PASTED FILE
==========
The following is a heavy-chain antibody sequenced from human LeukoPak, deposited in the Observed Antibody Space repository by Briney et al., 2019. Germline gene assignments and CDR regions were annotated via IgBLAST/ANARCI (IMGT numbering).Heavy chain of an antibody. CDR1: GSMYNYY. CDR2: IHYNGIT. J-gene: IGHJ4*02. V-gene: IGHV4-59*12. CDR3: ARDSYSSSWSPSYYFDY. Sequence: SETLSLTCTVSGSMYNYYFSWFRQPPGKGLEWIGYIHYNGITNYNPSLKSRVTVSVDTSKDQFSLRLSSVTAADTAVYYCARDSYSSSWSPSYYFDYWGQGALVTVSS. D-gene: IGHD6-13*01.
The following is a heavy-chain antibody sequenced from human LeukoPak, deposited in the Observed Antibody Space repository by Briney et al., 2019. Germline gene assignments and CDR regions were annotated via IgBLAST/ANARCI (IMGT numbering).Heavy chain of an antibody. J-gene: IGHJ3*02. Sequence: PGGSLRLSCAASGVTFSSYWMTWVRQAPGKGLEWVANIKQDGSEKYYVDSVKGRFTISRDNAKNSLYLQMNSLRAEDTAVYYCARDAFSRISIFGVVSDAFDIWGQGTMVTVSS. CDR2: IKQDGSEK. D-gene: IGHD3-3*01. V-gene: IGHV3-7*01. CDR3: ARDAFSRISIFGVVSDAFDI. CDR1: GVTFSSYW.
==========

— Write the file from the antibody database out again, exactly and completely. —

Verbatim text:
The following is a heavy-chain antibody sequenced from human LeukoPak, deposited in the Observed Antibody Space repository by Briney et al., 2019. Germline gene assignments and CDR regions were annotated via IgBLAST/ANARCI (IMGT numbering).Heavy chain of an antibody. CDR1: GSMYNYY. CDR2: IHYNGIT. J-gene: IGHJ4*02. V-gene: IGHV4-59*12. CDR3: ARDSYSSSWSPSYYFDY. Sequence: SETLSLTCTVSGSMYNYYFSWFRQPPGKGLEWIGYIHYNGITNYNPSLKSRVTVSVDTSKDQFSLRLSSVTAADTAVYYCARDSYSSSWSPSYYFDYWGQGALVTVSS. D-gene: IGHD6-13*01.
The following is a heavy-chain antibody sequenced from human LeukoPak, deposited in the Observed Antibody Space repository by Briney et al., 2019. Germline gene assignments and CDR regions were annotated via IgBLAST/ANARCI (IMGT numbering).Heavy chain of an antibody. J-gene: IGHJ3*02. Sequence: PGGSLRLSCAASGVTFSSYWMTWVRQAPGKGLEWVANIKQDGSEKYYVDSVKGRFTISRDNAKNSLYLQMNSLRAEDTAVYYCARDAFSRISIFGVVSDAFDIWGQGTMVTVSS. CDR2: IKQDGSEK. D-gene: IGHD3-3*01. V-gene: IGHV3-7*01. CDR3: ARDAFSRISIFGVVSDAFDI. CDR1: GVTFSSYW.